The Asian Pacific Development Center in Aurora is one of the nonprofits that would benefit from the nonprofit security grant program that became law this week. Photo by Philip B. Poston/Sentinel Colorado

AURORA | A law passed in the final week of Colorado’s legislative session gives religious organizations and other nonprofit organizations more money for security upgrades, something that advocates say is a necessity in an era of increasing hate crimes.

The Colorado Nonprofit Security Grant Program was sponsored by Aurora-area Reps. Iman Jodeh and Dafna Michaelson Jenet, and Sens. Kevin Priola and Chris Hansen.

The federal government provides grant money to organizations considered to be at high risk of a terrorist attack to pay for security upgrades. The new law will create a similar program at the state level for Colorado organizations that qualified for the federal program but did not receive grant money.

According to the bill text, last year 51 organizations in Colorado applied for the grant but only 10 were approved. From 2019 to 2020, the bill said that hate crimes in Colorado increased by 22.3%.

The law designates $500,000 from the state’s general fund toward the program for the 2022-2023 fiscal year. Grant recipients can use the money for new security infrastructure, upgrades to existing features and security-related training and personnel.

Jodeh, Colorado’s first Muslim lawmaker, said that she believes bigoted rhetoric from politicians over the past years has increasingly given constituents permission to act in violent ways toward minority groups.

“There are three or four mosques in my district and all of them unfortunately have fallen victim to things that have motivated this bill to pass,” Jodeh said.

She noted that Aurora is especially suited to benefit from the law because it is one of the most diverse places in the state.

Over 50 different religious groups and other organizations voiced support for the bill, including the Anti-Defamation League Mountain States branch, LGBTQ organization Center on Colfax and the Interfaith Alliance of Colorado.

Some organizations that received money from the federal program in the past testified at the legislature about how helpful it had been for them, Jodeh said.

Harry Budisidharta, executive director of the Asian Pacific Development Center in Aurora, said that the center supported the bill because the Asian-American community has experienced a rise in hate crimes since the start of the pandemic.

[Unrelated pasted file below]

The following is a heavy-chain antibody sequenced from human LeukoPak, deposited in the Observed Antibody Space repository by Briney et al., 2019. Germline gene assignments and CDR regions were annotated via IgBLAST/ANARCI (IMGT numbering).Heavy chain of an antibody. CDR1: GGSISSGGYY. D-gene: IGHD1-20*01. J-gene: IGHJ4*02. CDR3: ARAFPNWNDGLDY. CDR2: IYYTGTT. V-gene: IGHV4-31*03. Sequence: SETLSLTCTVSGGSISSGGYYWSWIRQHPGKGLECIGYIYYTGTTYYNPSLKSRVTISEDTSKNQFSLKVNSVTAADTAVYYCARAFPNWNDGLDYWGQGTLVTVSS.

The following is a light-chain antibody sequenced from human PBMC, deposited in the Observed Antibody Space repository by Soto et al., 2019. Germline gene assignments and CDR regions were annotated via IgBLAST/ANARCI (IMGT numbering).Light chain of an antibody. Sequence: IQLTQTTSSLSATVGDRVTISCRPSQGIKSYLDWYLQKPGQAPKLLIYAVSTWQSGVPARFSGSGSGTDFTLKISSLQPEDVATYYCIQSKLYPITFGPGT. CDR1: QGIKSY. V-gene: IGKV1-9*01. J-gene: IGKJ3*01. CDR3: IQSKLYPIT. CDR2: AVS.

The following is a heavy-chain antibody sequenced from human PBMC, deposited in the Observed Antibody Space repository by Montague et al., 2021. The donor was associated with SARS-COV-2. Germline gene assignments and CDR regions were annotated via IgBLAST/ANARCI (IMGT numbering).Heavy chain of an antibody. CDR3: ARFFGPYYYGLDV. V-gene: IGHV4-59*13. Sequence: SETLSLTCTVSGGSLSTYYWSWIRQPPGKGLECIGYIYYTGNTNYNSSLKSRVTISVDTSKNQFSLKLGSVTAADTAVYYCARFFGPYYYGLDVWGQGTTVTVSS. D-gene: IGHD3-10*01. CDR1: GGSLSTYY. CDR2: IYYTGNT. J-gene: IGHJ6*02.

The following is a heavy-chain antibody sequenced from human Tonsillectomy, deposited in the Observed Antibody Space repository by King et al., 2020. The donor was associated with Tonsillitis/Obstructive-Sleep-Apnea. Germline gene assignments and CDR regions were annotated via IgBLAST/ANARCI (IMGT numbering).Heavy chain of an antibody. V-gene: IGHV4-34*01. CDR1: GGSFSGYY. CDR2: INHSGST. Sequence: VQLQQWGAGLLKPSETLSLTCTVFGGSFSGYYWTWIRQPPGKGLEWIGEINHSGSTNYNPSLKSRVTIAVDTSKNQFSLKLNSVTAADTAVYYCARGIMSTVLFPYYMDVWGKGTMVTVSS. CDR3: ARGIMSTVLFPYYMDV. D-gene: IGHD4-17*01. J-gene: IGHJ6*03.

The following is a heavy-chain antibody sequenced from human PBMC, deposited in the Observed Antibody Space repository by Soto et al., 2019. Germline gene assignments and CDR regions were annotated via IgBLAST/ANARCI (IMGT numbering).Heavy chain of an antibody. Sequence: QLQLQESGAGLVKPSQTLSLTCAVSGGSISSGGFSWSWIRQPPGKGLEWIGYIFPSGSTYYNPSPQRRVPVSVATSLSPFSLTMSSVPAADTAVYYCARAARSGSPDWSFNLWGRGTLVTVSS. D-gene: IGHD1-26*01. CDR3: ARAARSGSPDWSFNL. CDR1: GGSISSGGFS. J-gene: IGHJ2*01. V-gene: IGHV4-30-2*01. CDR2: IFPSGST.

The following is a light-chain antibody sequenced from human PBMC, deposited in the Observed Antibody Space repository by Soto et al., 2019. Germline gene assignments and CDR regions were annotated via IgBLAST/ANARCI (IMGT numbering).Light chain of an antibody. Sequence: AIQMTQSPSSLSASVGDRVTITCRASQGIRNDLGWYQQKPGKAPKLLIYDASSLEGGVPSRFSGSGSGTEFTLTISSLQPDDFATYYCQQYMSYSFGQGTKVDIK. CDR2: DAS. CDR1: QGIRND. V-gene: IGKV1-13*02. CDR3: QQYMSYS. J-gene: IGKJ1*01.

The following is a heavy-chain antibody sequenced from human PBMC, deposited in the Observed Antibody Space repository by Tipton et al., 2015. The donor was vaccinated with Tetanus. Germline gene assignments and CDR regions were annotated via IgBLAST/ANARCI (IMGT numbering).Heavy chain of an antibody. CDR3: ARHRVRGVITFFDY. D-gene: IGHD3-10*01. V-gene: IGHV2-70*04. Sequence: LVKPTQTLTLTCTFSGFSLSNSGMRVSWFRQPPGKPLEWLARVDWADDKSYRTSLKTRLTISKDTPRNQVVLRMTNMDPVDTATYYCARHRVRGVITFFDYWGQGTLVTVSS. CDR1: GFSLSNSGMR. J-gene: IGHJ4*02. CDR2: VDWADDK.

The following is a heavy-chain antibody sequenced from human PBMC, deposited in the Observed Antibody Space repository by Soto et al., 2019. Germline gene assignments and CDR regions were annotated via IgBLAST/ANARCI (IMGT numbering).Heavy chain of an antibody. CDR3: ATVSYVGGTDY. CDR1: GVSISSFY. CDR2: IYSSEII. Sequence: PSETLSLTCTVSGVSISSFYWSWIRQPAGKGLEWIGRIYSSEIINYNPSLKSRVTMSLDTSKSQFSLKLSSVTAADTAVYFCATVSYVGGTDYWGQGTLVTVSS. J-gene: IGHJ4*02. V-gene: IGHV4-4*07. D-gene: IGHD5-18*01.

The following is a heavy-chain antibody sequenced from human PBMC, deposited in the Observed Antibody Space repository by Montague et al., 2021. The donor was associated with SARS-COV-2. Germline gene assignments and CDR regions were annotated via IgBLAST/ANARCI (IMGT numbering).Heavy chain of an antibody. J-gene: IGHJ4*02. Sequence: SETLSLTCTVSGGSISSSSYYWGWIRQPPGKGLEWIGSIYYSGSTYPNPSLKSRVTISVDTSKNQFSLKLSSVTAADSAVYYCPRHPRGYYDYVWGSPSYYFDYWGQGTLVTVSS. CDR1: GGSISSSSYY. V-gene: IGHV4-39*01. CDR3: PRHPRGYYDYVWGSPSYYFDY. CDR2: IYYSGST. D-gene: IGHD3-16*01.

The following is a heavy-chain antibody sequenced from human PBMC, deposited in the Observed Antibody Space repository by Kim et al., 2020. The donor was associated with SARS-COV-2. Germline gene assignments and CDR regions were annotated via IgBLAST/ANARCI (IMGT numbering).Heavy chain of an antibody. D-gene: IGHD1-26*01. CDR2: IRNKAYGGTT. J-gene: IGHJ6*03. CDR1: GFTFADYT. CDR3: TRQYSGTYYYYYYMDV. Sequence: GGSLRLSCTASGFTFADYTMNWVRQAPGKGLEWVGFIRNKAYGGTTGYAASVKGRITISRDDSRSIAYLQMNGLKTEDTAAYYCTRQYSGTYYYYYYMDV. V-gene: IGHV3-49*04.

The APDC has received several threats but luckily no actual attacks, he said. He knows of several nonprofits serving refugees in the Aurora area that have experienced vandalism.

With money from the grant program, the APDC would be able to make security upgrades to its building that it has not been able to afford, Budisidharta said, including putting in more security cameras and better outside lighting.

It’s often difficult for nonprofits to pay for physical infrastructure upgrades because there are few grants available for the purpose and it’s not something that attracts donations, Budisidharta said.

“Most donors, whether it’s foundations or individuals, prefer to pay for services rather than capital improvements,” he said.

Jenet, who is Jewish, said that the hostage situation at a synagogue in Colleyville, Texas in January spurred her to try and get the law passed.

The current federal grants don’t go far enough, she said, and put minority organizations in a position where they’re all competing for the same funding.

“We all deserve to have a safe place to pray and to send our children,” Jenet said.

According to a 2021 audit of antisemitic incidents by the Anti Defamation League, Colorado ranked 8th in the nation, with 92 reported incidents of assault, harassment and vandalism.

“That’s scary to the community,” Jenet said. “We’re not sure why hate crimes have increased so much, we don’t have the answers to that, but we do know what we need to keep our houses of worship and our schools safe.”